Live Chat with LilaLoa - Our CookieCon 2020 Series Begins!
On October 5, we're kicking off a live chat double feature at 10 am (central) with CookieCon 2020 keynote speaker @LilaLoa (aka Georganne Bell) marking the start of this year's CookieCon Speakers Series! Shortly after Georganne's chat finishes at 11 am, we'll pick up with @LeslieM (aka Leslie Marchio), owner of Four Peas and a Dog and second-place winner in Julia's recent 3-D Cookie Art Competition™. (Leslie's chat, which can be found here, concludes our recent Cookie Competitor Chat Series.) Two awesome cookie decorators all in one day - how thrilling is that?!
Since we're in Georganne's chat room, let's stay focused on her! You all know and love Georganne for her wildly popular blog, LilaLoa, and cookie book. So we'll, of course, want to hear how she's planning to grow and change (or not grow or change) her publishing platforms in 2020. Maybe, if we're lucky, she'll even give us a glimpse into what she's hoping to convey as CookieCon 2020 keynote speaker?! But, Georganne is obviously both multi-faceted and multi-talented, so prepare your questions to run the gamut!
To help you formulate questions for the chat, please read Georganne's bio below, and also the following chat guidelines. We look forward to "seeing" you on October 5!
(1) Feel free to enter advance questions now by following the instructions at the top of this chat page. (As always, it's super helpful for questions to be logged early, so our guests are able to prepare answers beforehand and to field more questions during live chat time.)
(2) Please note that any advance questions will reveal one at a time, in the order received, only after the chat goes live. Do not expect questions or answers to appear immediately.
(3) Last but not least, as with all of these chats, you have a special opportunity to see inside the minds of some extremely talented decorators, so I encourage you to do your homework before jumping on the chat. Again, please review Georganne's bio and other information below.
Georganne Bell is the sugar artist behind the popular cookie decorating blog LilaLoa and author of The Cookie Companion: A Decorator’s Guide. She began her journey into sugar through cakes, but quickly switched to cookies when she moved to South Korea and discovered that her oven was the size of a bread box. Georganne has been teaching the basics of sugar cookie art all over the world, including on television, and her cookies have appeared in magazines such as Cake Masters and American Cake Decorating Magazine.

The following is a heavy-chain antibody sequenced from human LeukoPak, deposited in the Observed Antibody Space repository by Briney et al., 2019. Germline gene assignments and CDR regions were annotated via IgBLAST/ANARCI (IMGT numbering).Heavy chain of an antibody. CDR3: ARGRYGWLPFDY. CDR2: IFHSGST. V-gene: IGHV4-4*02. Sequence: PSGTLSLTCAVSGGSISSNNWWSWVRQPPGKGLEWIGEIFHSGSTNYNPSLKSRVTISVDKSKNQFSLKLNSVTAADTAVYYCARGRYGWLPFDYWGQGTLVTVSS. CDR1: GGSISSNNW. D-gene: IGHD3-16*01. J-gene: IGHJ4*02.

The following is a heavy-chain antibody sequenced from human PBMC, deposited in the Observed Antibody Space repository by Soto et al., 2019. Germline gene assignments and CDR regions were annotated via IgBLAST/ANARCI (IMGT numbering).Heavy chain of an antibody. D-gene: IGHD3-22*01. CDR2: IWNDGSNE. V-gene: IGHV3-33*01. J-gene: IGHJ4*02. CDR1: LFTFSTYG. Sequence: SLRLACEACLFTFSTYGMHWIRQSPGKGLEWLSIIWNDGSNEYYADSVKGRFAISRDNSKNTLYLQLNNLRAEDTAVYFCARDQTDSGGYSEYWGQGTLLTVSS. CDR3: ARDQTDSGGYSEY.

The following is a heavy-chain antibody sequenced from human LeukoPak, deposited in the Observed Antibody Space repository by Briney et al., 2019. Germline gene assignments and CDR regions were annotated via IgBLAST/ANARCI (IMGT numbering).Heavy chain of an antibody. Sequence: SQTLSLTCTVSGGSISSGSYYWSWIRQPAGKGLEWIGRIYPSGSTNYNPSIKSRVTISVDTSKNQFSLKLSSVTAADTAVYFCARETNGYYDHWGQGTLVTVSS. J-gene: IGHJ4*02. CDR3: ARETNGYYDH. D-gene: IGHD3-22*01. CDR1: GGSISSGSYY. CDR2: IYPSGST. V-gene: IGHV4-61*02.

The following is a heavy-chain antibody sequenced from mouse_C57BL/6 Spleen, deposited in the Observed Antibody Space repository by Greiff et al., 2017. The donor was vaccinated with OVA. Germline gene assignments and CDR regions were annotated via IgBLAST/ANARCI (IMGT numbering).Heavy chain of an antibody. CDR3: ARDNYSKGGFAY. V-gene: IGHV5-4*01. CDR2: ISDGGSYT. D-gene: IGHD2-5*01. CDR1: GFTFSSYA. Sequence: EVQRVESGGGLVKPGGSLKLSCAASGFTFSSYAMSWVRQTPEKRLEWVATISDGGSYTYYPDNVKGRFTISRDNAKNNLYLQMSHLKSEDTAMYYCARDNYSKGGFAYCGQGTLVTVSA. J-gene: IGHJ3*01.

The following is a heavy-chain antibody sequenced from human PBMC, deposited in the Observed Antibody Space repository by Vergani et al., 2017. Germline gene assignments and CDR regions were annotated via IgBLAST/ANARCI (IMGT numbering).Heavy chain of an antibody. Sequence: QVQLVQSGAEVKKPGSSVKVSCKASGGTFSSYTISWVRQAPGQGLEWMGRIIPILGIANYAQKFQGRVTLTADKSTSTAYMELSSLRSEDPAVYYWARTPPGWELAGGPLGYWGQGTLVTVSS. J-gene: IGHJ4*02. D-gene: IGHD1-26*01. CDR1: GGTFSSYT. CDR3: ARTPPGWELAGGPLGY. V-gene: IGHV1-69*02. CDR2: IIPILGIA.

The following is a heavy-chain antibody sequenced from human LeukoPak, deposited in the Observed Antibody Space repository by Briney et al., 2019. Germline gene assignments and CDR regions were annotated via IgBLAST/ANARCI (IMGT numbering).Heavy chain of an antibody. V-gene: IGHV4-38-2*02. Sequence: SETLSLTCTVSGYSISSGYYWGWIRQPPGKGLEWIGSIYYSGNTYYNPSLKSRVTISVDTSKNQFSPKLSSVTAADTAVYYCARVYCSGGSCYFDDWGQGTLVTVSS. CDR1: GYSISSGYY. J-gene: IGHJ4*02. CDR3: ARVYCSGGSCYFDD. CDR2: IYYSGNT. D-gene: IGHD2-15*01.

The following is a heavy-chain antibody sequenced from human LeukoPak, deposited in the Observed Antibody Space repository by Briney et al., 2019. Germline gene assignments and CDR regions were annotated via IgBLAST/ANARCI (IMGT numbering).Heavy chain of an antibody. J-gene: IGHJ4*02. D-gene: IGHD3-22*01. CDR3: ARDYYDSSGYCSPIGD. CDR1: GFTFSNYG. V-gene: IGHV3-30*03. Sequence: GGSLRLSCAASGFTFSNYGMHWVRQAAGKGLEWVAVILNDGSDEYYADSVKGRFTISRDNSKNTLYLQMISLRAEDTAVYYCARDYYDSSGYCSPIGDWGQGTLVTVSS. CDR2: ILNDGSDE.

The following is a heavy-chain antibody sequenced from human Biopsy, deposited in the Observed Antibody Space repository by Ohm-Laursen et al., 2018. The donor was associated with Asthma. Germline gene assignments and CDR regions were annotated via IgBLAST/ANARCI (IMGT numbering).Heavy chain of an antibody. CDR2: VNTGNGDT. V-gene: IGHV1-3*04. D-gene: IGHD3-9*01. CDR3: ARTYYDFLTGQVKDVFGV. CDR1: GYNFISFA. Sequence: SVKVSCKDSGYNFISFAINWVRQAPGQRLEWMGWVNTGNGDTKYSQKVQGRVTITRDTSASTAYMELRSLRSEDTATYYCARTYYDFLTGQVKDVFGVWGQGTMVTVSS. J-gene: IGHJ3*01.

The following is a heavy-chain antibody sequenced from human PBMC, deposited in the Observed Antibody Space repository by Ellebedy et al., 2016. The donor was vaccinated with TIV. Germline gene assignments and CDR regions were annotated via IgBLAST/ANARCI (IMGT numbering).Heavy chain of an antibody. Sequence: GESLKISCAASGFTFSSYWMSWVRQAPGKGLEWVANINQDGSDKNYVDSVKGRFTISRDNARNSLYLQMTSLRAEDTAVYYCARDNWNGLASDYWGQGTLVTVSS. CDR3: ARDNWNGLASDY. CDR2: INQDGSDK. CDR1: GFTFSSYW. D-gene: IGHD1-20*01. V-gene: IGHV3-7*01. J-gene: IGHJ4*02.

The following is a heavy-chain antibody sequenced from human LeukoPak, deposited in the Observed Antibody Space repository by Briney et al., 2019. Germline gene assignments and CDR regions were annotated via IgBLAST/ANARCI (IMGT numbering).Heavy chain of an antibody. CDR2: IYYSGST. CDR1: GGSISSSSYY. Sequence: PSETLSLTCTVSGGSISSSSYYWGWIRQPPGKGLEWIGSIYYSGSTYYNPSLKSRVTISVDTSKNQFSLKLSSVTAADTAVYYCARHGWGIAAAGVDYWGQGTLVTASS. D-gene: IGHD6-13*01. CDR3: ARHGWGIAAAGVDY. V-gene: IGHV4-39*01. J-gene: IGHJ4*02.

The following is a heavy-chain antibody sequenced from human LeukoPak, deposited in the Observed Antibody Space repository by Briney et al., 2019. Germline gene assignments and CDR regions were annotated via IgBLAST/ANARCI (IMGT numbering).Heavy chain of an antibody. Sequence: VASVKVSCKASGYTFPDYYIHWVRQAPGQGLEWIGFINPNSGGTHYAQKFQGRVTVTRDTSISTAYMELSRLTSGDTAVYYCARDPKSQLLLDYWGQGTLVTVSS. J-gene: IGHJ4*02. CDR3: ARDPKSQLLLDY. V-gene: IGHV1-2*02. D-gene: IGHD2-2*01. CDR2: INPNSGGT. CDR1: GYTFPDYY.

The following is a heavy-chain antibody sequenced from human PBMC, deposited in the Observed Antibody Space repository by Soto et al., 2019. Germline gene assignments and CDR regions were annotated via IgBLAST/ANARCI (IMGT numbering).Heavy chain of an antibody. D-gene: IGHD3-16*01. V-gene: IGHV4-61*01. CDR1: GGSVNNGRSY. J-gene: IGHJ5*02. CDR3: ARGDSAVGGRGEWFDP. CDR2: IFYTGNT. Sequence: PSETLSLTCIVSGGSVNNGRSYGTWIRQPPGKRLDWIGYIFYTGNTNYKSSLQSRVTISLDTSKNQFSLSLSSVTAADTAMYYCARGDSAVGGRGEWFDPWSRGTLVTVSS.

A mix of innovation, science, and sugar, she continues to create cookies, design cutters, and teach local cookie decorating classes while raising her four young children and river-rafting on the weekends. She also gives plenty of unsolicited advice and occasionally does laundry before it becomes strictly necessary. You can visit her at www.lilaloa.com where she will tell you everything you ever wanted to know about decorating cookies. (Please also check her out on Facebook and Instagram.)
Hi, Georganne! It's wonderful to be chatting with you again - especially so close on the heels of the Cookie Cruise that we both recently attended! I trust you made it home safely, and I hope you are thoroughly recovered!
Before we jump into questions with Georganne, some quick housekeeping notes about these chats!
First, questions are answered in the order received, but they will not post to the public/viewable area of the chat until Georganne reads and answers them. We'll work through questions that were logged in advance first; then start working on questions asked live during the chat. That said, please be patient and do not re-post the same question. It may take some time to answer your question, depending on where it sits in the queue. But I will personally make sure every question gets answered before we're through.
Okay then! We're ready to get started! I'm sure you're all familiar with Georganne's work and her blog, LilaLoa, but I thought I'd post some of her charming cookies anyway to kick things off and to stimulate some questions. Here goes . . .
GEORGANNE: You've taught in so many different circumstances - at CookieCon, in foreign countries, and now on Creative Cookier's recent cookie cruise (aka CookieRehab Ahoy III). What's your favorite teaching format, and why?